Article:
Excommunication does not remove priesthood. When excommunicated the church requests that priesthood not be used during the period of exclusion from church membership. But priesthood itself is not and cannot be removed by an excommunication proceeding.
Priesthood can and is removed by God. He removes it when men who have been ordained use their authority to “cover [their] sins, or to gratify [their] pride, [their] vain ambition, or to exercise control or dominion or compulsion upon the souls of the children of men” at which point “behold, the heavens withdraw themselves; the Spirit of the Lord is grieved; and when it is withdrawn, Amen to the priesthood or the authority of that man.” (D&C 121: 37.)
So if a man has not lied, nor cheated, nor committed adultery, nor violated his covenants with God, but is excommunicated because he thinks something the church does not want him to think, it is possible priesthood may be forfeited if this man is excommunicated, but this would not be the man targeted for excommunication. Such a church court would exercise the control, the compulsion, and the dominion against the man. He is not and cannot be responsible for wrongly using priesthood to control another, for he is not seeking to force others to think like he does.
If, therefore, excommunication affects priesthood, the way that would manifest itself is in the members of the court/council forfeiting their priesthood by their wrongful acts. Similarly, other priesthood authorities who participated, encouraged, ratified and sustained the court’s wrongful deed would share in the responsibility and be similarly responsible for the abuse.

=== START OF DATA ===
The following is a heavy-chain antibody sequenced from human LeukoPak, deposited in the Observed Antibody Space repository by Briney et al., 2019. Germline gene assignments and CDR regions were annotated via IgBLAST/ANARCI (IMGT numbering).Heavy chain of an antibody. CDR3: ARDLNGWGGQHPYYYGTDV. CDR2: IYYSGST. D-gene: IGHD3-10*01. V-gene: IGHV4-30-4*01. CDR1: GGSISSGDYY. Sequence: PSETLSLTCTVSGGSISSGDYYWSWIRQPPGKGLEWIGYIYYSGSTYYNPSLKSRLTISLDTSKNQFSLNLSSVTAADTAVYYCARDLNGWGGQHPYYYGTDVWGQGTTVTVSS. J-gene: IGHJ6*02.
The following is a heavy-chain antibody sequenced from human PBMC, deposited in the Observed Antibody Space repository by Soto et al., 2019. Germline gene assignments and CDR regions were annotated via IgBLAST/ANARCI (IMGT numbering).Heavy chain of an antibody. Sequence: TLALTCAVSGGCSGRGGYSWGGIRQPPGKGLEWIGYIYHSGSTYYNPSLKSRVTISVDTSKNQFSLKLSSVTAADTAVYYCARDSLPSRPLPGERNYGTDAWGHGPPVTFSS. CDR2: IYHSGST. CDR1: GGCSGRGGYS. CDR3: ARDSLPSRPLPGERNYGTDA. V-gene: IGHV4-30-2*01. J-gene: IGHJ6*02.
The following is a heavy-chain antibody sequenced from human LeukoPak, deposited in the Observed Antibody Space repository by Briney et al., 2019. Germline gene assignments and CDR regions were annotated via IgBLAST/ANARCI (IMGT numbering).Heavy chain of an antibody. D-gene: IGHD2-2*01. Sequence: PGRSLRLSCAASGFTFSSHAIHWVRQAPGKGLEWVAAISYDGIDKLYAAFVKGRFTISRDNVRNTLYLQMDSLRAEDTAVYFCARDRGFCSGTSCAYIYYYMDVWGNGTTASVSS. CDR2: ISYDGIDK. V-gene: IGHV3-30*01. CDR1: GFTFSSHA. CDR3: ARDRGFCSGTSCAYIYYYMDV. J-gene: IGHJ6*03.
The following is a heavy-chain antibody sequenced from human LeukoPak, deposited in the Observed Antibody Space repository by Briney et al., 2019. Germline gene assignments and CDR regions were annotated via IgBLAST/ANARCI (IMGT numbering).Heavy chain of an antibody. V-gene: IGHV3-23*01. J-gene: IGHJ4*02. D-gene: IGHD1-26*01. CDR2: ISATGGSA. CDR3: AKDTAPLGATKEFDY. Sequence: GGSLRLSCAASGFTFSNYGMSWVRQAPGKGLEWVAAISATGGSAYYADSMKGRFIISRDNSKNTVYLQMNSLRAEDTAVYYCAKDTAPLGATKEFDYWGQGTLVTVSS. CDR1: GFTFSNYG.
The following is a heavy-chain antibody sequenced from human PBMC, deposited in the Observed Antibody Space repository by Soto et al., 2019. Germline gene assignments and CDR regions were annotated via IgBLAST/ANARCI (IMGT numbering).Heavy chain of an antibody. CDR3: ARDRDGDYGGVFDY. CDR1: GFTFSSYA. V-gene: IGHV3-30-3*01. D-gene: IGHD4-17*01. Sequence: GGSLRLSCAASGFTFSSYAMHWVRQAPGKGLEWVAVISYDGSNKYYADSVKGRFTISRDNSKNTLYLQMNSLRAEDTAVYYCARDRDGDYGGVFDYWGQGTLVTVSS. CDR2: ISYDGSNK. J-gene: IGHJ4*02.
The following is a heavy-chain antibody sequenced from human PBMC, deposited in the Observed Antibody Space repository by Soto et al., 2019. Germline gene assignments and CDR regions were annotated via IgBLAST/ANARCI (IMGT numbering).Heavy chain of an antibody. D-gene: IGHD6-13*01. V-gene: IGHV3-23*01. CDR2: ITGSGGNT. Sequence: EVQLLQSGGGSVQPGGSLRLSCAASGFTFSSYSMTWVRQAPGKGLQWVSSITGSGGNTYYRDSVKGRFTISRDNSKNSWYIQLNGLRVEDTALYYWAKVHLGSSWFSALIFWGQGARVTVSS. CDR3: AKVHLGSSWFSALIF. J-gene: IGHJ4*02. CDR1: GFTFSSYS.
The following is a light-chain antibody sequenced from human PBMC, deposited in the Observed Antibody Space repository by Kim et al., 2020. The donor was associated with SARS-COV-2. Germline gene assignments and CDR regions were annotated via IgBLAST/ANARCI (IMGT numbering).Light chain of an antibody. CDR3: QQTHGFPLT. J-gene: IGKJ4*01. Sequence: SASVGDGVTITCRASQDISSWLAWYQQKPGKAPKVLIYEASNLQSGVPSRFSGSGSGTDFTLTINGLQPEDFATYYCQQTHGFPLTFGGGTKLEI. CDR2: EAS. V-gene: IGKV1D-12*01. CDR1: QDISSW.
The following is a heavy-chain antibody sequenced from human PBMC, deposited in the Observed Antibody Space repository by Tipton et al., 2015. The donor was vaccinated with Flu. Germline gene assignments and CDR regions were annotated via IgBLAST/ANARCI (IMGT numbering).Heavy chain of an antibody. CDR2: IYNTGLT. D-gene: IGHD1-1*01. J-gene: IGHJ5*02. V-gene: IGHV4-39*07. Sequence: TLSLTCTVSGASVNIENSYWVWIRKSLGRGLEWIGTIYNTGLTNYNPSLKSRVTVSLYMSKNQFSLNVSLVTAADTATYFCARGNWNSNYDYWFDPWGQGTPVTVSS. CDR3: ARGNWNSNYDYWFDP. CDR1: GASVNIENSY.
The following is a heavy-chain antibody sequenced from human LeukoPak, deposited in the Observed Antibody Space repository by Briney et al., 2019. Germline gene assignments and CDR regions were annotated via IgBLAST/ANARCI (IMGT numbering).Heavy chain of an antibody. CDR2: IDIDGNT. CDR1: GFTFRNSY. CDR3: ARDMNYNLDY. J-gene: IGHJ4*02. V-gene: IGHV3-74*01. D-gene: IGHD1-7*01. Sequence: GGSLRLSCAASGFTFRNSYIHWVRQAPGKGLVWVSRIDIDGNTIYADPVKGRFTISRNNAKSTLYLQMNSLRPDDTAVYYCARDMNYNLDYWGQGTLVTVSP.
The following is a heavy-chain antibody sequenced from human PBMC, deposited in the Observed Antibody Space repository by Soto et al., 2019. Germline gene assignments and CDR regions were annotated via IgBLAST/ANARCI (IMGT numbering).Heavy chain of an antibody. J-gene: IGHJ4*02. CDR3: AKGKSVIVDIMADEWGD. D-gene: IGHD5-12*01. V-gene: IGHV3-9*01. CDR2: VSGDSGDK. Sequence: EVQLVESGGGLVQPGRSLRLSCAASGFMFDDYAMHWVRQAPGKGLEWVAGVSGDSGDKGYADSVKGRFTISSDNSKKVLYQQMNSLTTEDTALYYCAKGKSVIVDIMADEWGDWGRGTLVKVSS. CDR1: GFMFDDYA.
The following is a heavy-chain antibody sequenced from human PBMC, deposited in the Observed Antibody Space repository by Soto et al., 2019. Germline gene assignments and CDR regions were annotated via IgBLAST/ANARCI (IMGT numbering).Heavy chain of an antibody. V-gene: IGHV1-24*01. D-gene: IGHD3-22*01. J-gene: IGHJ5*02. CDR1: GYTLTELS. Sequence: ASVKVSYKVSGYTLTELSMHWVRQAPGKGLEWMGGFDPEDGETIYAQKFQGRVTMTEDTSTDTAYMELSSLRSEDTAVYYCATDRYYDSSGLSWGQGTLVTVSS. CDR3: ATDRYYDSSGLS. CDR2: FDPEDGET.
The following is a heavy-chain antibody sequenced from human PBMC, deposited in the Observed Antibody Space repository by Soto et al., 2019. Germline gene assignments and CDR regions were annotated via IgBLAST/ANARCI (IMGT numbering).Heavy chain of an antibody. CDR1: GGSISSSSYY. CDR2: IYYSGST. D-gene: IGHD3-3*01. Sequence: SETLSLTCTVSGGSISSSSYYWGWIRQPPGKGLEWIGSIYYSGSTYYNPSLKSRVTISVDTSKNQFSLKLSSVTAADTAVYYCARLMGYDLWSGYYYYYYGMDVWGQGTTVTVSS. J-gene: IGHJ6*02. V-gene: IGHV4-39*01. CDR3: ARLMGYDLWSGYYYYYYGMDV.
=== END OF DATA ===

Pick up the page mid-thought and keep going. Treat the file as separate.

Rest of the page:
In every case of excommunication, the one on trial is not regarded by the church as losing their priesthood. They are instead requested to temporarily stop using it. Inside the church itself, they are not permitted to use it. But it is up to the individual to decide whether or not to use it in other circumstances. Before annotations were made to church membership records, the way excommunication was apparent was by comparing the date of baptism to the date of ordination. If a member had been ordained before their baptism, then it was apparent they had been excommunicated.
Orson Pratt was ordained an Apostle as one of the original Twelve on April 26, 1835. He was excommunicated August 20, 1842. He was reinstated on January 20, 1843. He was never re-ordained an Apostle when reinstated. However, his “seniority” in the Quorum of the Twelve was reckoned from the date of his readmission in January 1843 and therefore he moved down in seniority and Brigham Young became his senior.
Every other Apostle who was excommunicated was similarly readmitted without being re-ordained.
No one is re-ordained when re-baptized. Their original ordination stands.
Excommunicants are only requested to not use their priesthood. But they still possess it.